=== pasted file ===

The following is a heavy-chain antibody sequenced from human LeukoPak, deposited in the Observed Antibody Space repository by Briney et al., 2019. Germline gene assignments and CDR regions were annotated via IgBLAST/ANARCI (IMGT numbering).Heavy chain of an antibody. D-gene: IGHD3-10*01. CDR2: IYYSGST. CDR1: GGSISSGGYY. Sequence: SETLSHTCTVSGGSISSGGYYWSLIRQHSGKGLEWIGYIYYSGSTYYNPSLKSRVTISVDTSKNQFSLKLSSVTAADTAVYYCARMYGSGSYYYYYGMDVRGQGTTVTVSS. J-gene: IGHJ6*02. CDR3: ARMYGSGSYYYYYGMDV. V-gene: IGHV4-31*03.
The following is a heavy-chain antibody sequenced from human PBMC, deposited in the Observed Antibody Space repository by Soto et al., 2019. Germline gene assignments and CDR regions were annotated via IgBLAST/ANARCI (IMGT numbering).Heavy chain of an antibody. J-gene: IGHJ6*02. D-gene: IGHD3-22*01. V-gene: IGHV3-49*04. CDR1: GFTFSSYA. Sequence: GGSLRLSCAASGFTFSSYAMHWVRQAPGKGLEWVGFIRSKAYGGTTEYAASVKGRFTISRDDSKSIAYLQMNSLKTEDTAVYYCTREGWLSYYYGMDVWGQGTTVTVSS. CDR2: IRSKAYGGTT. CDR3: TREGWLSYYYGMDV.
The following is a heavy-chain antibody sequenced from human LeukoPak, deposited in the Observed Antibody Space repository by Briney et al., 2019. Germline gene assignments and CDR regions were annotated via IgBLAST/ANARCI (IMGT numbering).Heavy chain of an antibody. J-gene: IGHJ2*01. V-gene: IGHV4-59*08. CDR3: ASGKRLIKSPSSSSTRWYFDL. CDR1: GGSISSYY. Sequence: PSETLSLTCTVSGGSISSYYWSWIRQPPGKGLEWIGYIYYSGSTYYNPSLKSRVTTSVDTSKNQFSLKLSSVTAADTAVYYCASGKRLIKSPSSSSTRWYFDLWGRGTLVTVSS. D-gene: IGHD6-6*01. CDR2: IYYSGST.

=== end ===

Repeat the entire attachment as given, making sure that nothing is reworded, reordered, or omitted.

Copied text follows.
The following is a heavy-chain antibody sequenced from human LeukoPak, deposited in the Observed Antibody Space repository by Briney et al., 2019. Germline gene assignments and CDR regions were annotated via IgBLAST/ANARCI (IMGT numbering).Heavy chain of an antibody. D-gene: IGHD3-10*01. CDR2: IYYSGST. CDR1: GGSISSGGYY. Sequence: SETLSHTCTVSGGSISSGGYYWSLIRQHSGKGLEWIGYIYYSGSTYYNPSLKSRVTISVDTSKNQFSLKLSSVTAADTAVYYCARMYGSGSYYYYYGMDVRGQGTTVTVSS. J-gene: IGHJ6*02. CDR3: ARMYGSGSYYYYYGMDV. V-gene: IGHV4-31*03.
The following is a heavy-chain antibody sequenced from human PBMC, deposited in the Observed Antibody Space repository by Soto et al., 2019. Germline gene assignments and CDR regions were annotated via IgBLAST/ANARCI (IMGT numbering).Heavy chain of an antibody. J-gene: IGHJ6*02. D-gene: IGHD3-22*01. V-gene: IGHV3-49*04. CDR1: GFTFSSYA. Sequence: GGSLRLSCAASGFTFSSYAMHWVRQAPGKGLEWVGFIRSKAYGGTTEYAASVKGRFTISRDDSKSIAYLQMNSLKTEDTAVYYCTREGWLSYYYGMDVWGQGTTVTVSS. CDR2: IRSKAYGGTT. CDR3: TREGWLSYYYGMDV.
The following is a heavy-chain antibody sequenced from human LeukoPak, deposited in the Observed Antibody Space repository by Briney et al., 2019. Germline gene assignments and CDR regions were annotated via IgBLAST/ANARCI (IMGT numbering).Heavy chain of an antibody. J-gene: IGHJ2*01. V-gene: IGHV4-59*08. CDR3: ASGKRLIKSPSSSSTRWYFDL. CDR1: GGSISSYY. Sequence: PSETLSLTCTVSGGSISSYYWSWIRQPPGKGLEWIGYIYYSGSTYYNPSLKSRVTTSVDTSKNQFSLKLSSVTAADTAVYYCASGKRLIKSPSSSSTRWYFDLWGRGTLVTVSS. D-gene: IGHD6-6*01. CDR2: IYYSGST.